Ewald—43, bespectacled and clean-shaven with a well-managed mop of sandy blonde hair—isn't one of those physicists who parachuted into cancer biology after establishing a career doing something else. His migration to biology began while he was majoring in physics at Haverford College. A genetics course and a stint in a cancer research center turned him on to the richness and complexity of biology. He went to Caltech for graduate school, thinking he would study the physics of cells and other biological structures—"the most obvious overlap between physics and biology," he says—but he was seduced by a time-lapse movie of the brain in formation that his adviser showed him. As a postdoctoral researcher at UCSF, he had had another pivotal experience when he heard his adviser describe how lungs develop in an embryo. He threw himself into studying how cells form complex tissues, organs, and—when the process goes awry—tumors.
When Ewald reached Johns Hopkins as a new assistant professor in 2008, he knew the grim statistics of cancer morbidity and mortality. Then, two months after he started his position, his father was diagnosed with metastatic colon cancer. "Metastatic" made this a devastating diagnosis: Metastasis is responsible for nine in 10 cancer deaths. Surgeons can often cut out a primary tumor, but there's no way to find and excise dozens or hundreds of far-flung growths, many of which don't show up on scans. Ewald's father died less than four months after his cancer was discovered. It was particularly frustrating, Ewald says, that even Johns Hopkins' world-class doctors did not understand cancer well enough to help. "My only consolation was that I had already organized my research and lab around closing this gap."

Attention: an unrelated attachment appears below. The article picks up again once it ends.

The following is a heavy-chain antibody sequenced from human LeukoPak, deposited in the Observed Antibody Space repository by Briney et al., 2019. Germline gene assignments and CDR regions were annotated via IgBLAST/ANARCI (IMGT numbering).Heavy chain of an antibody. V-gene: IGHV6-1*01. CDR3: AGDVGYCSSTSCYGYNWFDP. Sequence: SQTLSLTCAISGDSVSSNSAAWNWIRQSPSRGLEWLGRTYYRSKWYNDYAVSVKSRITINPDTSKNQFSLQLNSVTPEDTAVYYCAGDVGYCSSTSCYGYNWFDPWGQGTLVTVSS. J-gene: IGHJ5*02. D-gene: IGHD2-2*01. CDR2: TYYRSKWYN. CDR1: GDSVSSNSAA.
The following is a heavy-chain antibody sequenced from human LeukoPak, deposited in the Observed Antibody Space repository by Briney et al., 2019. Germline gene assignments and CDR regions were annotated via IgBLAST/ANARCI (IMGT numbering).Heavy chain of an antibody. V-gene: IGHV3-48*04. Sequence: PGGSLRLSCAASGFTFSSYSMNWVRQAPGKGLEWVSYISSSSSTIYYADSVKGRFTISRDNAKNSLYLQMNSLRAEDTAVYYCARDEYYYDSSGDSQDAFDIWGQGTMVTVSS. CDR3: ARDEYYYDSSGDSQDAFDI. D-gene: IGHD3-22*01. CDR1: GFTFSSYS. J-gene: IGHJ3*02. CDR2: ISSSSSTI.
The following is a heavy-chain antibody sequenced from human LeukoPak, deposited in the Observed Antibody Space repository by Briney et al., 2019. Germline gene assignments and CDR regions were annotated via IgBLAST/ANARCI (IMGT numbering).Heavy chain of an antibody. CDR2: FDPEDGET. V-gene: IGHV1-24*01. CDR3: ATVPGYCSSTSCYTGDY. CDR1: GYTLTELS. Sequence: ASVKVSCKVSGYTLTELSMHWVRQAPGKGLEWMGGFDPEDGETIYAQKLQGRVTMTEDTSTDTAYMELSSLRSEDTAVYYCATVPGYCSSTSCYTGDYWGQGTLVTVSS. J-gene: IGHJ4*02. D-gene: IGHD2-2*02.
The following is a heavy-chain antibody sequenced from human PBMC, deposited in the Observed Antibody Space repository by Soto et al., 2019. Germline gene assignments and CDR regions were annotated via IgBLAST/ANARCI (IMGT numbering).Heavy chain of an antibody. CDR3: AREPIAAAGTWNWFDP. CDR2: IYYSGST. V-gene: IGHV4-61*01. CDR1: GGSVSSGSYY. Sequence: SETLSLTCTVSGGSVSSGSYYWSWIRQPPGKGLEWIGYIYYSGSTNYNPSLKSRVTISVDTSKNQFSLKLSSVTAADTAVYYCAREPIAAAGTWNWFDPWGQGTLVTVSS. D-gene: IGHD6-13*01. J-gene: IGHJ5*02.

Biologists' picture of metastasis, it turned out, was particularly murky. As far back as the 1950s, scientists were finding evidence that both single cancer cells and cell clusters could circulate in the blood. Moreover, patients with clusters in their bloodstream fared worse than those without them. Yet researchers largely ignored the clusters and came to think of metastasis as a process of single cells breaking away from tumors, like lone wolves striking out from their packs for new territory. Ewald suspected that biologists had gone too far, in an Einsteinian sense. "You want to study model systems for cancer that are as simple as possible but not simpler," he says. "You want to have the key features of the system still represented."